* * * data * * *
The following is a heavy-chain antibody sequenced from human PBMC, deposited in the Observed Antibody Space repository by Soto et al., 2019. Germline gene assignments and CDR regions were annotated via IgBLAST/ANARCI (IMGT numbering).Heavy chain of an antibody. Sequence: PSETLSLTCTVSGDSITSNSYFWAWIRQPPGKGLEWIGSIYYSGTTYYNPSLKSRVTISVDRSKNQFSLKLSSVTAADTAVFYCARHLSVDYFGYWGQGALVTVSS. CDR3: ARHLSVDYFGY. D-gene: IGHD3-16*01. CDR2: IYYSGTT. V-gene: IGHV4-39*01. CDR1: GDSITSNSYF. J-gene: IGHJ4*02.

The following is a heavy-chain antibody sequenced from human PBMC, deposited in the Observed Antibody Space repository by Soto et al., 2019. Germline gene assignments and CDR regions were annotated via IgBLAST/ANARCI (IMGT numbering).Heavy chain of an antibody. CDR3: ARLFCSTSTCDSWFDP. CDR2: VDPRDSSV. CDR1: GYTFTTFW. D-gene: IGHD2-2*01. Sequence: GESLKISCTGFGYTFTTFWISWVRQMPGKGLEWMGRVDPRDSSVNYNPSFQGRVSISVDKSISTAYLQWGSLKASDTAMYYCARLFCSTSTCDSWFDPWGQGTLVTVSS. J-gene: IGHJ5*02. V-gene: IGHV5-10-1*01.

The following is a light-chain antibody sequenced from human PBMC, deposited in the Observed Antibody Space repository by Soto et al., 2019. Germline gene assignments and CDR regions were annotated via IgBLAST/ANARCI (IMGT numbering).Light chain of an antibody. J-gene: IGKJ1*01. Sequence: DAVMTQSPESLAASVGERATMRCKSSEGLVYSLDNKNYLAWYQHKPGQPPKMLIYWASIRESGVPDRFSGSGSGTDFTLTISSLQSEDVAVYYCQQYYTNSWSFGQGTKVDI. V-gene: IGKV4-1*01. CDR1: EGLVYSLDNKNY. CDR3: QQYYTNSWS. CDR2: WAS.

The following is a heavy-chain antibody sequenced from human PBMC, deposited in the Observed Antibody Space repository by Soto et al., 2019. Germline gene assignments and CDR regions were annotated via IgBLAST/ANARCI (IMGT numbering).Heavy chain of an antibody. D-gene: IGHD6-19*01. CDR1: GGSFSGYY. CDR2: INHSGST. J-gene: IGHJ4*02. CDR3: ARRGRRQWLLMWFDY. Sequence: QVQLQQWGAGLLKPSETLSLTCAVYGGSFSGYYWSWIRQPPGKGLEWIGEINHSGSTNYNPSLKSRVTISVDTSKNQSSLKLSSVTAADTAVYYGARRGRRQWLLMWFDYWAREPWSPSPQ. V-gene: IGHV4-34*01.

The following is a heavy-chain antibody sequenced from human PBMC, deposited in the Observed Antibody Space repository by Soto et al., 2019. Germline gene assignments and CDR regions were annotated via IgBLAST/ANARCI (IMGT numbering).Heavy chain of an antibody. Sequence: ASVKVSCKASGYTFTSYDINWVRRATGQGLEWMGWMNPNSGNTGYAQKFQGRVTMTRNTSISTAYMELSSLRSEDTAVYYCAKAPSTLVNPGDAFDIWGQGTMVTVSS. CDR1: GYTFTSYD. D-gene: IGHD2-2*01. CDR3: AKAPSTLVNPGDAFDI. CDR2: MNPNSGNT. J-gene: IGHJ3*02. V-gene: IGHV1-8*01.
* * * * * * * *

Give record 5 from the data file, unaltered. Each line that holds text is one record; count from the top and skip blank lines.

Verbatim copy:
The following is a heavy-chain antibody sequenced from human PBMC, deposited in the Observed Antibody Space repository by Soto et al., 2019. Germline gene assignments and CDR regions were annotated via IgBLAST/ANARCI (IMGT numbering).Heavy chain of an antibody. Sequence: ASVKVSCKASGYTFTSYDINWVRRATGQGLEWMGWMNPNSGNTGYAQKFQGRVTMTRNTSISTAYMELSSLRSEDTAVYYCAKAPSTLVNPGDAFDIWGQGTMVTVSS. CDR1: GYTFTSYD. D-gene: IGHD2-2*01. CDR3: AKAPSTLVNPGDAFDI. CDR2: MNPNSGNT. J-gene: IGHJ3*02. V-gene: IGHV1-8*01.